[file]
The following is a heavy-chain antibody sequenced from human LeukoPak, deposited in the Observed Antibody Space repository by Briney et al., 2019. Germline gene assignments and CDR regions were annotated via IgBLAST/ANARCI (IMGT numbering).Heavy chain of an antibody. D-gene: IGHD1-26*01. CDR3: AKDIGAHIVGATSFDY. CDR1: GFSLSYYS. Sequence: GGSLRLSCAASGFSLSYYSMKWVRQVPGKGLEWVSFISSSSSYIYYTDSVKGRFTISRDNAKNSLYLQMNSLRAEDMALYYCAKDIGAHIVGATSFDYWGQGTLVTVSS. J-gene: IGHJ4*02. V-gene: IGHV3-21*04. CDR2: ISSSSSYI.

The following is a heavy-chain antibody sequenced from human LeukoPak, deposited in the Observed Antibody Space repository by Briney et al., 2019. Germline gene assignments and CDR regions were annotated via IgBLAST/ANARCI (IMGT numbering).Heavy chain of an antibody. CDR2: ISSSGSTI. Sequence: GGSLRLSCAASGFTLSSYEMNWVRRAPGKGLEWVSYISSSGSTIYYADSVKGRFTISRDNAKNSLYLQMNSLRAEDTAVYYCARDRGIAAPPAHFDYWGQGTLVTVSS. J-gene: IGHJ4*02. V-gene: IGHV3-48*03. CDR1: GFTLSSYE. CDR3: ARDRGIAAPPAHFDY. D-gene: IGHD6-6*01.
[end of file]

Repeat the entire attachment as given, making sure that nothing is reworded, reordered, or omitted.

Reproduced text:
The following is a heavy-chain antibody sequenced from human LeukoPak, deposited in the Observed Antibody Space repository by Briney et al., 2019. Germline gene assignments and CDR regions were annotated via IgBLAST/ANARCI (IMGT numbering).Heavy chain of an antibody. D-gene: IGHD1-26*01. CDR3: AKDIGAHIVGATSFDY. CDR1: GFSLSYYS. Sequence: GGSLRLSCAASGFSLSYYSMKWVRQVPGKGLEWVSFISSSSSYIYYTDSVKGRFTISRDNAKNSLYLQMNSLRAEDMALYYCAKDIGAHIVGATSFDYWGQGTLVTVSS. J-gene: IGHJ4*02. V-gene: IGHV3-21*04. CDR2: ISSSSSYI.

The following is a heavy-chain antibody sequenced from human LeukoPak, deposited in the Observed Antibody Space repository by Briney et al., 2019. Germline gene assignments and CDR regions were annotated via IgBLAST/ANARCI (IMGT numbering).Heavy chain of an antibody. CDR2: ISSSGSTI. Sequence: GGSLRLSCAASGFTLSSYEMNWVRRAPGKGLEWVSYISSSGSTIYYADSVKGRFTISRDNAKNSLYLQMNSLRAEDTAVYYCARDRGIAAPPAHFDYWGQGTLVTVSS. J-gene: IGHJ4*02. V-gene: IGHV3-48*03. CDR1: GFTLSSYE. CDR3: ARDRGIAAPPAHFDY. D-gene: IGHD6-6*01.